A few years ago I worked on a book of historic homes in Chennai. Sketches of the various residences accompanied the text. After the release of the book, an architect friend whose work I admire, met me and said that while the book was fine, some of the sketches lacked a sense of perspective. The conversation then turned to artists who in her view had the best sense of that. And she unhesitatingly placed Manohar Devadoss at the top of the list.
There are many lists on the top of which Manohar Devadoss would find himself; indeed if a compilation of the world’s most positive thinkers was ever made, he and his late wife Mahema would like Abou Ben Adhem lead all the rest. How else can you explain such joy of living despite her having been quadriplegic for over three decades and he having practically nil vision owing to retinitis pigmentosa?
Manohar is an accomplished artist, who despite failing vision, kept churning out some of the most amazing sketches of whatever took his fancy — pastoral scenes, the rocky landscape surrounding Madurai, temples, churches, people — one of my prized possessions is a sketch of a tribal girl that he did several years ago. For that matter, I treasure every note, letter or document that comes from Manohar, for it will have some drawing in it — a butterfly, a bamboo shoot or a star.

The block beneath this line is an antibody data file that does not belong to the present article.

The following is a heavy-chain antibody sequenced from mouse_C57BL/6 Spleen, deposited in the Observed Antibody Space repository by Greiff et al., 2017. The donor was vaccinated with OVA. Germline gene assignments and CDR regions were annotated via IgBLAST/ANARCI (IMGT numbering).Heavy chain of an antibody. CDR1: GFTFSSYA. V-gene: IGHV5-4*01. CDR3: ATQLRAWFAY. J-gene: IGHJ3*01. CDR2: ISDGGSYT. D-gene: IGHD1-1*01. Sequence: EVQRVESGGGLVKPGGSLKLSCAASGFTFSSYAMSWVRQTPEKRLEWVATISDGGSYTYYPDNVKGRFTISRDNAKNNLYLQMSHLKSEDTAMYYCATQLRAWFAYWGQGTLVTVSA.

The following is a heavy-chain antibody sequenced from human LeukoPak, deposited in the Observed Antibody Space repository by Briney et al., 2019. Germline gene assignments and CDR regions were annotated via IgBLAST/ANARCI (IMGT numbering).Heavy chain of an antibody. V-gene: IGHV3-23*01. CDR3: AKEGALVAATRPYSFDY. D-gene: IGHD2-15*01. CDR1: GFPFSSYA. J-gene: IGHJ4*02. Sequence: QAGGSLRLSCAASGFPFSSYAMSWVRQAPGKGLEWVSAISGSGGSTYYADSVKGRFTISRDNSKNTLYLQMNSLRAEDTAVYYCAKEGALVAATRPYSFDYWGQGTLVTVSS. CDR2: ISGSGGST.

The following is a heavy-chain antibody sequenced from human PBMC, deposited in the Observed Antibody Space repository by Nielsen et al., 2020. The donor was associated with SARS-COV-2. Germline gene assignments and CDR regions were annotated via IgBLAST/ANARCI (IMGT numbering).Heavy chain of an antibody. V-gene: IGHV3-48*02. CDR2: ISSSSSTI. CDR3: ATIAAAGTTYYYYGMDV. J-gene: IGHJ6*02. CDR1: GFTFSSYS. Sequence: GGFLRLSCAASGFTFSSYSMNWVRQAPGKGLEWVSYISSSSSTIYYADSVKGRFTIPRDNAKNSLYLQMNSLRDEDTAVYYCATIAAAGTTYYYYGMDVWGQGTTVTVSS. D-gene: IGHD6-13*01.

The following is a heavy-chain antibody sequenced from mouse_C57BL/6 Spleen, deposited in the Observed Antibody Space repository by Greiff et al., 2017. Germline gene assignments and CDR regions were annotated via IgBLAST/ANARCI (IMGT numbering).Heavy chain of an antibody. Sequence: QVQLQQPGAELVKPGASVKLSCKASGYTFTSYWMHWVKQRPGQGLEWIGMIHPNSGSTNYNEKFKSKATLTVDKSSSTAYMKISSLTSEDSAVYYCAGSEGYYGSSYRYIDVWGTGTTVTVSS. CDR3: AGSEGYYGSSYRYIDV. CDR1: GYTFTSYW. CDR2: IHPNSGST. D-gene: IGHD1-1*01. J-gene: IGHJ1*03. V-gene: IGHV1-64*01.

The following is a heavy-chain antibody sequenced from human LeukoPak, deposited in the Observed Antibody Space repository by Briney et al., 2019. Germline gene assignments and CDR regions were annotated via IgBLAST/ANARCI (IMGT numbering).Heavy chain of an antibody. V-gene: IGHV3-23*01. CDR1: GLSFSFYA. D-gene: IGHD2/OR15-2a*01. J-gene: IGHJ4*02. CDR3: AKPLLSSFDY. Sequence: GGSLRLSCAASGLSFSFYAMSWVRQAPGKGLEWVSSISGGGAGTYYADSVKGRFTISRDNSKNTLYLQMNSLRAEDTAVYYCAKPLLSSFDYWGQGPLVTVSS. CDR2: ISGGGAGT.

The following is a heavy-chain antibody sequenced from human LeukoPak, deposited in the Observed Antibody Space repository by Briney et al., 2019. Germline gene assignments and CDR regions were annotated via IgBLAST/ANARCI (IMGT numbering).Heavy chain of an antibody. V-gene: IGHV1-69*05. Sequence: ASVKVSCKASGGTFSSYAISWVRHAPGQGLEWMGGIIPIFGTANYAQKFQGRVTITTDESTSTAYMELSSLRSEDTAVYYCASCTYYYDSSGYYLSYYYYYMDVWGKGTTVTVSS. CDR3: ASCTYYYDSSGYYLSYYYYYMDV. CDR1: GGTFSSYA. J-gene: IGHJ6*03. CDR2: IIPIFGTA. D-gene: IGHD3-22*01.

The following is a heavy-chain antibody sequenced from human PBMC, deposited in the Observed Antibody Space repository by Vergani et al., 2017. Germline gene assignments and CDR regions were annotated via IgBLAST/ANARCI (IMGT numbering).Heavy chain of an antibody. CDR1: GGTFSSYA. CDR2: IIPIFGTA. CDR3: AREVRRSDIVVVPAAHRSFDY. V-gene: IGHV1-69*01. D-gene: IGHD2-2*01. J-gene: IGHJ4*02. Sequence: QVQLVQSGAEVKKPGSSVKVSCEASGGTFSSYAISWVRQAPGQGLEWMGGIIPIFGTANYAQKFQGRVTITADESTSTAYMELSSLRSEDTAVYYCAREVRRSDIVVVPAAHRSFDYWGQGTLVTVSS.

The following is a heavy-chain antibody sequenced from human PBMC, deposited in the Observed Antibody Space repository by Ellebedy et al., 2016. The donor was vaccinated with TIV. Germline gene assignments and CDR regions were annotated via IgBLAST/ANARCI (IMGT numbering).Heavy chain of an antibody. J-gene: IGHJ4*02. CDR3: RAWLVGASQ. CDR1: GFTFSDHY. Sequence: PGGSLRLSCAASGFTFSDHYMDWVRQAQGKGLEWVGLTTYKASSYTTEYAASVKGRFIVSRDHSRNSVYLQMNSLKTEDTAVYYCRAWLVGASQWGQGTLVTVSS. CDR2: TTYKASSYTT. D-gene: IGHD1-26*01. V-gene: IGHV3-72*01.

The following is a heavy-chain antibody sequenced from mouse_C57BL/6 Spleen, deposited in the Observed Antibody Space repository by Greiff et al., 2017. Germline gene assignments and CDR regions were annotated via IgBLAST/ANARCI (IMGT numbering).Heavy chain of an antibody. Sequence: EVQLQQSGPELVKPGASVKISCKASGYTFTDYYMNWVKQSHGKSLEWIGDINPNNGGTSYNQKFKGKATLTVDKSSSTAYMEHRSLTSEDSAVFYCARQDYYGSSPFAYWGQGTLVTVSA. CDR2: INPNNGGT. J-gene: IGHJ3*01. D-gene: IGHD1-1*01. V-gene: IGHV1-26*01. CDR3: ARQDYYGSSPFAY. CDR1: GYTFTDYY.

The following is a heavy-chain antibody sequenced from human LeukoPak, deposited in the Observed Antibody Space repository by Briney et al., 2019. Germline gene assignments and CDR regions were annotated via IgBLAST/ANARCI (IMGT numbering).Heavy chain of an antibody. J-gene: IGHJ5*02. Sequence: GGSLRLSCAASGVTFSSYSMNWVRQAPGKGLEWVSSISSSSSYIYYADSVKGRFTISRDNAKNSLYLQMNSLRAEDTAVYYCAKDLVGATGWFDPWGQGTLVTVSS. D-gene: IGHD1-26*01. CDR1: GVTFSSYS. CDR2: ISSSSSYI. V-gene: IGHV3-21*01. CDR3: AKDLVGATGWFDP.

All of these sketches of his are marked by his flawless sense of perspective. The angle from which the artist has seen the object that is featured is as accurate as that of a camera. This is best seen in Manohar’s works on buildings, perhaps the finest compilation of which is his fourth book Multiple Facets of My Madurai . The work under review is his fifth.
From an Artist’s Perspective , sponsored by Ranvir Shah’s Prakriti Foundation, has Manohar revealing his secrets on perspective. A self-trained artist, he arrived at this knowledge not by reading books but through painstaking trial and error, the first awareness being kindled by seeing railway trains moving at high speeds even as he watched them from close by. The book is ideal for engineering students, draughtsmen, artists and amateurs wanting to draw. It combines theory with practice . How I wish text books in schools and colleges would have this fluidity and ability to capture our attention in full. The book is written in such a personal fashion that you can almost hear Manohar’s voice speaking to you through the lines of text.
It has usually been Manohar’s habit to declare at every book launch of his that this was his last work. And I have always predicted that there will soon be another. In any case most of his books go into multiple editions and this one should be no exception. I sincerely hope that engineering, architecture and art colleges of India make a beeline to purchase this book for their libraries or even better, make it a part of their course curriculum.
The book is available for sale exclusively from Manohar’s residence. Those interested can contact him at 24982484. The work is priced at Rs.280 and proceeds from the sale, as in all of Manohar’s works, go to charity.
This review appeared in The Hindu under the Literary Review section on Sunday August 3, 2014